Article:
Laurence Ritchie, WoodSolutions Mid-Rise Advisory Program’s Cost and Program Estimator said the model, once completed, will provide a real to-scale-example of lightweight timber framed and Cross Laminated Timber mid-rise construction elements and systems. “The model will be three storey’s in height and is intended to demonstrate the structural, fire rating, and acoustic systems commonly seen in mid-rise timber construction”.

“In partnership with our timber suppliers, we will be hosting a series of one-on-one discussions, group seminars and displays, hands on training and workshops, student education sessions etc to a broad range of stakeholders throughout the design and construction sector. Having actively worked amongst this sector for a number of years, the questions we field and the apparent unknowns led to the idea of this model being developed so people can see, touch, feel, learn and understand timber solutions in mid-rise construction for themselves.” Mr Ritchie concluded.

Hyne Timber, a gold sponsor of the WoodSolutions Mid Rise Advisory Program, welcomed the idea to construct the mock-up and look forward to showcasing the elements once completed.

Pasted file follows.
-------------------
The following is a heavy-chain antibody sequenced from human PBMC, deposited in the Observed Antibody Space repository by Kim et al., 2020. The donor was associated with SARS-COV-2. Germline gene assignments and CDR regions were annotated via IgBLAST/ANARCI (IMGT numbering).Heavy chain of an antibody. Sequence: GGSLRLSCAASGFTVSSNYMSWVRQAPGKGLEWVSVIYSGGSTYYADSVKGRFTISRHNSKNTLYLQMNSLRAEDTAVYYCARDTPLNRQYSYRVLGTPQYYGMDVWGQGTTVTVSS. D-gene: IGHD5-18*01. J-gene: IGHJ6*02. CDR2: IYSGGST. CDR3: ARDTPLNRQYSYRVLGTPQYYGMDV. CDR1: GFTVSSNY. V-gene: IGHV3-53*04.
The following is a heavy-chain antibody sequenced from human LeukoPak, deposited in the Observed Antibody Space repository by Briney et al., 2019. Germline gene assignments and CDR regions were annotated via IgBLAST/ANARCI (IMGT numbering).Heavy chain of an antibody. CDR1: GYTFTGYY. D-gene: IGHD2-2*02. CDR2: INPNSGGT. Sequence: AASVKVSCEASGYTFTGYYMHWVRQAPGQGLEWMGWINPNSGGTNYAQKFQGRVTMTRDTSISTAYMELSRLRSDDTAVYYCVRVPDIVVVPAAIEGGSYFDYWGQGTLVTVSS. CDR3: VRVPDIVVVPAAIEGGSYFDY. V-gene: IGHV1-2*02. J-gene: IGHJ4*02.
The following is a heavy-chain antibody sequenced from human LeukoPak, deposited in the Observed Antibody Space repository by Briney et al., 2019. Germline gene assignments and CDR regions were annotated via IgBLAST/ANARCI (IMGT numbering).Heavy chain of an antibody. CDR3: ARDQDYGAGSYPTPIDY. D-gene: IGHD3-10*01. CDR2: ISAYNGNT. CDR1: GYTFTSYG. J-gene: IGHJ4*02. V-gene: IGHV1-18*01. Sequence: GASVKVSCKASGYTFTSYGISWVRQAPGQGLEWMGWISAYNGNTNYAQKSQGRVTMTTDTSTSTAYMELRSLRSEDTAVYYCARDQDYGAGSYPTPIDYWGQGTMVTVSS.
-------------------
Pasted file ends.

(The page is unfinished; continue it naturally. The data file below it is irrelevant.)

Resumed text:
Source: Hyne Timber

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More than doubling Chinese tariffs being considered

According to Bloomberg, the Trump Administration is considering more than doubling proposed Chinese tariffs. Earlier in July, President Trump threatened 10 percent tariffs on more than $200 billion worth of Chinese exports to the U.S. Bloomberg has reported that Trump is expected to increase tariffs to 25 percent.

The move is thought to be a negotiating tactic with the Chinese government - aimed at gaining the upper hand in the trade war. Bloomberg's correspondent, an anonymous White House staff member, said Trump doesn't wish to fundamentally change U.S. economic policy.

Beijing has already reacted angrily and has accused Trump of "blackmail". It has threatened to retaliate. The list of $200 billion worth of Chinese products, running around 200 pages, includes industrial goods and chemicals, consumer products, and wood products.

If Trump follows through, just under 50 percent of all Chinese imports would be subjected to tariffs. Wood products facing a tariff include oak, beech, maple, ash, cherry, mouldings, rods, particleboard and various types of plywood. Furniture items include wood chairs and furniture designed for offices and kitchens. Wood pulp products and paper products are also on the list.